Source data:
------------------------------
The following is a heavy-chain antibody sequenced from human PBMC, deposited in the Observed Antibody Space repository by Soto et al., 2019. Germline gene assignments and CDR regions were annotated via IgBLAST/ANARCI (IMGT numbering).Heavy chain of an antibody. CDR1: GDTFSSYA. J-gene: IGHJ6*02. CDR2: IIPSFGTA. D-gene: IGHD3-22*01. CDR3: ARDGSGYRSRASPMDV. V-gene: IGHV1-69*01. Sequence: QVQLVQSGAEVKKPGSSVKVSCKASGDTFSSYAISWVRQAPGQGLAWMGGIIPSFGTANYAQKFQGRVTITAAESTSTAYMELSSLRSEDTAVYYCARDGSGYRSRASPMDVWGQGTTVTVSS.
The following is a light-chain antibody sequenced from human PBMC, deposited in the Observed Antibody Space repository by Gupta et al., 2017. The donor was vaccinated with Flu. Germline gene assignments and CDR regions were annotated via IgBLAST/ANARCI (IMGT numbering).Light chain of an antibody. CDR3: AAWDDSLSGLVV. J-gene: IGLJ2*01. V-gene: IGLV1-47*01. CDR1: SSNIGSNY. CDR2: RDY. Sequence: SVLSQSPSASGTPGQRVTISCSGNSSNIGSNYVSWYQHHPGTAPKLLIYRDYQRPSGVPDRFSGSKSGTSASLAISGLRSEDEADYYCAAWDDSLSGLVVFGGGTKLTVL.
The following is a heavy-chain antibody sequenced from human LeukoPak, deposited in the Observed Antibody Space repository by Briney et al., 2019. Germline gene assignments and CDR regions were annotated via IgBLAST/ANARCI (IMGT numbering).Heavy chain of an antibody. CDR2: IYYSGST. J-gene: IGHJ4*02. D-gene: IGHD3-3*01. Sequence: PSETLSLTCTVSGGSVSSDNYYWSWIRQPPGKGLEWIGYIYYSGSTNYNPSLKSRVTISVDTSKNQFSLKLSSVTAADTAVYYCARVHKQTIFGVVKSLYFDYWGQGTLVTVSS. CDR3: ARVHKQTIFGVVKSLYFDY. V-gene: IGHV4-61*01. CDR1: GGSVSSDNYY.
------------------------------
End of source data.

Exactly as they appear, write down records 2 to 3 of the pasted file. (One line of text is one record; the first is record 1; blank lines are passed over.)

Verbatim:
The following is a light-chain antibody sequenced from human PBMC, deposited in the Observed Antibody Space repository by Gupta et al., 2017. The donor was vaccinated with Flu. Germline gene assignments and CDR regions were annotated via IgBLAST/ANARCI (IMGT numbering).Light chain of an antibody. CDR3: AAWDDSLSGLVV. J-gene: IGLJ2*01. V-gene: IGLV1-47*01. CDR1: SSNIGSNY. CDR2: RDY. Sequence: SVLSQSPSASGTPGQRVTISCSGNSSNIGSNYVSWYQHHPGTAPKLLIYRDYQRPSGVPDRFSGSKSGTSASLAISGLRSEDEADYYCAAWDDSLSGLVVFGGGTKLTVL.
The following is a heavy-chain antibody sequenced from human LeukoPak, deposited in the Observed Antibody Space repository by Briney et al., 2019. Germline gene assignments and CDR regions were annotated via IgBLAST/ANARCI (IMGT numbering).Heavy chain of an antibody. CDR2: IYYSGST. J-gene: IGHJ4*02. D-gene: IGHD3-3*01. Sequence: PSETLSLTCTVSGGSVSSDNYYWSWIRQPPGKGLEWIGYIYYSGSTNYNPSLKSRVTISVDTSKNQFSLKLSSVTAADTAVYYCARVHKQTIFGVVKSLYFDYWGQGTLVTVSS. CDR3: ARVHKQTIFGVVKSLYFDY. V-gene: IGHV4-61*01. CDR1: GGSVSSDNYY.